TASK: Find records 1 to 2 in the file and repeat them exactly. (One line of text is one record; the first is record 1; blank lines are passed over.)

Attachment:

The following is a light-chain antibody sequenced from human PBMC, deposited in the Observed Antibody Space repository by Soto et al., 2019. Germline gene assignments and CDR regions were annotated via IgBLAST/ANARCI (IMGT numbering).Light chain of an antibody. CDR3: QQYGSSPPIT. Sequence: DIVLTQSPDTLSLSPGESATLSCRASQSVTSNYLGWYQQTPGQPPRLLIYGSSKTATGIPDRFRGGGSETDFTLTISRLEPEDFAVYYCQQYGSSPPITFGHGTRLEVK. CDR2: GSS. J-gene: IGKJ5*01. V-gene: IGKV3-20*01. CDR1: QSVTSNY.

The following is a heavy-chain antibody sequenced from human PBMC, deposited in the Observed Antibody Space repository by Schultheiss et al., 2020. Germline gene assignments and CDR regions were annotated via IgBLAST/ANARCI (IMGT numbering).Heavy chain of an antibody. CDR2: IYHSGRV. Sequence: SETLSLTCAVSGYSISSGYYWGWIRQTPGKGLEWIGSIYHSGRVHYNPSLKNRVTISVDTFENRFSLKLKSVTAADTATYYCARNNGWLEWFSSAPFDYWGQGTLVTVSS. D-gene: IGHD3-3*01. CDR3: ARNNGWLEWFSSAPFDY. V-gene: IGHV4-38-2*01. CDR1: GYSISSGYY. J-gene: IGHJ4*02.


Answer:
The following is a light-chain antibody sequenced from human PBMC, deposited in the Observed Antibody Space repository by Soto et al., 2019. Germline gene assignments and CDR regions were annotated via IgBLAST/ANARCI (IMGT numbering).Light chain of an antibody. CDR3: QQYGSSPPIT. Sequence: DIVLTQSPDTLSLSPGESATLSCRASQSVTSNYLGWYQQTPGQPPRLLIYGSSKTATGIPDRFRGGGSETDFTLTISRLEPEDFAVYYCQQYGSSPPITFGHGTRLEVK. CDR2: GSS. J-gene: IGKJ5*01. V-gene: IGKV3-20*01. CDR1: QSVTSNY.

The following is a heavy-chain antibody sequenced from human PBMC, deposited in the Observed Antibody Space repository by Schultheiss et al., 2020. Germline gene assignments and CDR regions were annotated via IgBLAST/ANARCI (IMGT numbering).Heavy chain of an antibody. CDR2: IYHSGRV. Sequence: SETLSLTCAVSGYSISSGYYWGWIRQTPGKGLEWIGSIYHSGRVHYNPSLKNRVTISVDTFENRFSLKLKSVTAADTATYYCARNNGWLEWFSSAPFDYWGQGTLVTVSS. D-gene: IGHD3-3*01. CDR3: ARNNGWLEWFSSAPFDY. V-gene: IGHV4-38-2*01. CDR1: GYSISSGYY. J-gene: IGHJ4*02.